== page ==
Fortunately, there are increasing numbers of companies that are seeing the benefit of identifying their products as gluten- free, and so, it is becoming easier to find truly gluten-free products. Also, grocery stores are attempting to label gluten-free products on the shelves with “gluten free” tags so you don’t have to pick up every bottle of salad dressing, for instance, and look for a gluten-free statement. It is obvious that grocery stores are starting to see the market for gluten-free products as significant to their sales.

I started to lose weight immediately upon diagnosis. I think this was as much about the gluten free aspect, as about the fact that I wasn’t eating any junk, sweets or bread, and didn’t have lots of obvious options for things to eat. Not that I minded losing weight, but I wanted to be able to eat without thinking too much about it. I now have to always think about what I am going to eat in advance, and plan ahead in order to go to someone’s house, or a party, or out to a restaurant, so that I have something I can eat with me, or there is something that I can eat at the restaurant. Stocking the refrigerator has changed too. I started rediscovering my grocery stores, searching out new recipes, finding restaurants that catered to gluten free patrons, and talking with my family and friends about my new life. This blog is going to be about these discoveries, and how I am making gluten free into a good way of life for me and my family.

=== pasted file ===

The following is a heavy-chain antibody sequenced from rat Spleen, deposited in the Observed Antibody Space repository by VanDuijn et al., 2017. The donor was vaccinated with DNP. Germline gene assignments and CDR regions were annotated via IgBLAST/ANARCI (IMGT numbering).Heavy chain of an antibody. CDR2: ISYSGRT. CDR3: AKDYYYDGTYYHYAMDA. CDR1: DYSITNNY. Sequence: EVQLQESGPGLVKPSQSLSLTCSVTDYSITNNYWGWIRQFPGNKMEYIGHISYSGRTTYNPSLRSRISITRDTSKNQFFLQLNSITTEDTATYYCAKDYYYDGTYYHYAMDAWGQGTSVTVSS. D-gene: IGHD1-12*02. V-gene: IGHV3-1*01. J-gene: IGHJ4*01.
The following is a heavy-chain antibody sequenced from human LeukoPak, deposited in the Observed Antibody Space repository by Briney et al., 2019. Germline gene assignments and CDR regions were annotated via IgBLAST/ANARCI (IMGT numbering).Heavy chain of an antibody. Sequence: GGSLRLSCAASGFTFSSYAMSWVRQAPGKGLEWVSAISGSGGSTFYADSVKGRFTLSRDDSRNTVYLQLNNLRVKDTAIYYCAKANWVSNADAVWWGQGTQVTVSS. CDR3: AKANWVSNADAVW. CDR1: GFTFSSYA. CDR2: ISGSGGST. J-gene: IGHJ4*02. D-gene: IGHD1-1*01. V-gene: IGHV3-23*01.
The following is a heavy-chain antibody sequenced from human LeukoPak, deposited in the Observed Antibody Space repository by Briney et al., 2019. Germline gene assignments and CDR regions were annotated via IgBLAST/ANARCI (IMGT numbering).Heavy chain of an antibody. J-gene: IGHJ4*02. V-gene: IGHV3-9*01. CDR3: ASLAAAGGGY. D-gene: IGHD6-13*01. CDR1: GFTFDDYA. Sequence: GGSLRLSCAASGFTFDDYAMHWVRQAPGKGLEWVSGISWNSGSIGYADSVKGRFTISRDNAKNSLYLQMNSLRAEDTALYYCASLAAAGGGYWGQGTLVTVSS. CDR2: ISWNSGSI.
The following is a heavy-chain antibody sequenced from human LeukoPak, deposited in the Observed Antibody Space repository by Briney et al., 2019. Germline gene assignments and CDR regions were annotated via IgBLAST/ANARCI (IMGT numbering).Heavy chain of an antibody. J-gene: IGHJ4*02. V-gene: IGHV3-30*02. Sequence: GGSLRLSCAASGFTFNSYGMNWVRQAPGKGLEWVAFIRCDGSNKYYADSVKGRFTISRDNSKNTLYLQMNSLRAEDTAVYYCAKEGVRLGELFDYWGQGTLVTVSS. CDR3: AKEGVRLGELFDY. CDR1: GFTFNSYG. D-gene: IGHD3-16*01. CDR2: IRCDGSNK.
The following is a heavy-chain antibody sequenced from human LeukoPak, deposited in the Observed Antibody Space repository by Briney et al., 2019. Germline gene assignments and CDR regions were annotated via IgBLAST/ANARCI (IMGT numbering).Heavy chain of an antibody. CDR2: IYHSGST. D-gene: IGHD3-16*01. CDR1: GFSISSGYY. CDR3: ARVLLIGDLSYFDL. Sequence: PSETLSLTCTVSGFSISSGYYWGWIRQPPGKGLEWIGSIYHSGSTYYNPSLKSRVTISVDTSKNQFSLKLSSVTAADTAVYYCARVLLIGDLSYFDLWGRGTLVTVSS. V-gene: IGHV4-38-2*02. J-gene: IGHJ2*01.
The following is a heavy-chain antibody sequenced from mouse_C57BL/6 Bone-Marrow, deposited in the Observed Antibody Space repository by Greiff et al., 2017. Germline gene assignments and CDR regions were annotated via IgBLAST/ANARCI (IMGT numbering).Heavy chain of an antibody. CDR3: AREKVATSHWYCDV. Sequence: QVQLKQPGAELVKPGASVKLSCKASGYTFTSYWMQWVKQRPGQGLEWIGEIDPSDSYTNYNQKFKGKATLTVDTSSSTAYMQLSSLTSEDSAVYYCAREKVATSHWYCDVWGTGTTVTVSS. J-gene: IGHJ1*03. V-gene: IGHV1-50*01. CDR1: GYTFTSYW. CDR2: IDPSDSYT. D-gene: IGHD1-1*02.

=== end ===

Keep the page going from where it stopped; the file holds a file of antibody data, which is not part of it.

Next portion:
During the Summer I had one of my most challenging gluten-free food situations to date. I went to the beach for a week with my extended family. Every year our family (20 of us including all aunts, uncles, cousins, and grandparents) rent one very large house at the beach, and while we are there, we split up the cooking so that each family takes a different meal. As I was preparing to go to the beach, and making my lists, I suddenly realized that I might have to cook and eat segregated meals the entire week! So, I decided to send a desperate plea email to my siblings and parents asking them to accommodate my new lifestyle. “Please cook gluten free with me”. I wasn’t sure how this would go over, and was extremely relieved and appreciative when they all enthusiastically embraced the idea. Between my three siblings and me we have ten children under 16 and so it is an active group. We choose a theme for the beach week every year, and we have tons of fun! This year the theme was Olympics, and so the food was international meals to represent different countries competing in the games (our modified beach games). As it turns out, many athletes have discovered that eating gluten-free, even though they don’t have to, is very healthy and helps them to perform better. So gluten free fit right in with our theme!